So you haven't seen the latest aircraft under development by them.

I've seen it, but I have a different outlook on it than you do. If you look at a lot of what the Russians offer in the way of future military tech, they are mostly what I'll call "capability denial" systems. Many are defensive systems that deny the US access to it's most vital capabilities, such as air superiority. Even the new fighter has a place in these newer integrated air defensive systems.

The aims of these systems are ultimately to generate revenue for Russia through their sale to nations that feel a US invasion is possible, or even inevitable. In this regard, the US plays the part of the bogey man and the Russians go into the business of building night lights so they can sleep soundly.

The real beauty of this system is that the US will always find a way for their offensive capabilities to outstrip them. Thusly, they will need newer and better systems to deny those expanding capabilities. It's a race condition from which the Russians benefit greatly and the other participants lose financially.

If we can't be the good guys then we're going down the wrong road. Stop. Turn around. Head the right direction. Not easy, but better than a mere illusory sense-of-purpose.

Again, I was merely pointing out what my life experience has taught me on the subject. I see this as a problem for both sides, however, I cannot offer up a solution because I am just one person and this is something that both groups have to come to grips with as nations, that each person within those nations will have to come to terms with.

How can one expect the people of either nation to come to similar conclusions? You can't. It's feels good to think that our side is good and that by extension we're participants in good things and therefor good ourselves. We are used to it and as you've stated, it gives people a sense of purpose. Even if they do, then what?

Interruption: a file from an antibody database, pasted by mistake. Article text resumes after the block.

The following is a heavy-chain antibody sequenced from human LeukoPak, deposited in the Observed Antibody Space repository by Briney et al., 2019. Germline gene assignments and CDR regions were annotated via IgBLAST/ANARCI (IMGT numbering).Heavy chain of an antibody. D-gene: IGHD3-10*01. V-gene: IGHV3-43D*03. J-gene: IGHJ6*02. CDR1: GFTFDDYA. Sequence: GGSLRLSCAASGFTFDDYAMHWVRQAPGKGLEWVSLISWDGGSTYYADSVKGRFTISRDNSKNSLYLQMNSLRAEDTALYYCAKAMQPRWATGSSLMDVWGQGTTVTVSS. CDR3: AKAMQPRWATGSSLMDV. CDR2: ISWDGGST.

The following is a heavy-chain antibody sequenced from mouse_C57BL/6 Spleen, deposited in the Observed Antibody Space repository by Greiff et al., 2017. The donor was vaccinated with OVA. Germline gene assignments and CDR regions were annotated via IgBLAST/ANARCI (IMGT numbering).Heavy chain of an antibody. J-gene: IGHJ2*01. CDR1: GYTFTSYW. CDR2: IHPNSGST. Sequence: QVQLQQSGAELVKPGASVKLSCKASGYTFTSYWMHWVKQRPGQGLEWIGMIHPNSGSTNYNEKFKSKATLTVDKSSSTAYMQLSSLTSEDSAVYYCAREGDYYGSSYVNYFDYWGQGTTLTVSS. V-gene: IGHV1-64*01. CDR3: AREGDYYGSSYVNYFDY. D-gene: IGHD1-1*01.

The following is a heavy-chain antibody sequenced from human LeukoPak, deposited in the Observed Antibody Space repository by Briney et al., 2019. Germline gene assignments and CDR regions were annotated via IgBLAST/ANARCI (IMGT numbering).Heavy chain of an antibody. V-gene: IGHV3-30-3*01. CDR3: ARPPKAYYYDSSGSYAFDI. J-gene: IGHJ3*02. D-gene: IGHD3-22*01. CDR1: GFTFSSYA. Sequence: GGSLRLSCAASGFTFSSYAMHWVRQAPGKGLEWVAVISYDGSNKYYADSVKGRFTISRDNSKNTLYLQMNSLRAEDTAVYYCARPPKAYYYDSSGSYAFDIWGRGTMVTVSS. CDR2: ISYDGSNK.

Definitely not easy...

RE: About time...
By ekv on 3/31/2011 3:16:46 AM , Rating: 2
You'll find that I have a much more astute view.
And if I don't? I mean, just suppose for a second, that's all it'll take, just suppose that it's not really an astute view at all. You just think it is. Suppose I think you're just a typical over-confident American, all bluster and no brains, wouldn't it be my responsibility to knock that chip off your shoulder? Take you down a notch or two?

Hypothetical: my nickname is Dr. Dr. Dr. Firesale. I helped write the book on asymmetric warfare. You can define "is" however you want to, so long as you're working for me. Maybe not today, nor tomorrow, but soon. And I'll fly commercial all the way to Washington to prove my point.

And you don't even know HOW to call me an enemy ... because, after all, I'm just trying to edumacate you, right? It's all relative. The only bad guys are easily spotted, since they're the absolutists trying to point out who the "enemy" is. Etc.

Not. 8)

RE: About time...
By Iaiken on 3/31/2011 10:08:03 AM , Rating: 2
You'll find that I have a much more astute view.

I don't think I really communicated my meaning with regard to astuteness...

What I meant was that I have a view of the Russians being much more astute than we typically give them credit. Not that I see my own personal point of view as being more astute. I freely admit that I am often wrong and that I could be wrong here. I also do my best to remind myself that; as an individual, I simply cannot know what is best for anyone other than myself.

My apologies if I was not clear on the matter.

RE: About time...
By ekv on 3/31/2011 1:09:01 PM , Rating: 2
I simply cannot know what is best for anyone other than myself.
Not exactly frightening, but it does raise the question ... What am I supposed to do with that statement? What am I supposed to make of it?

I suspect Russian or Chinese or, hell, Libyan leadership for that matter doesn't really hold to such a statement. Nature abhors a vacuum. I don't care for our leadership being imposed on me, much less theirs.

"Spreading the rumors, it's very easy because the people who write about Apple want that story, and you can claim its credible because you spoke to someone at Apple." -- Investment guru Jim Cramer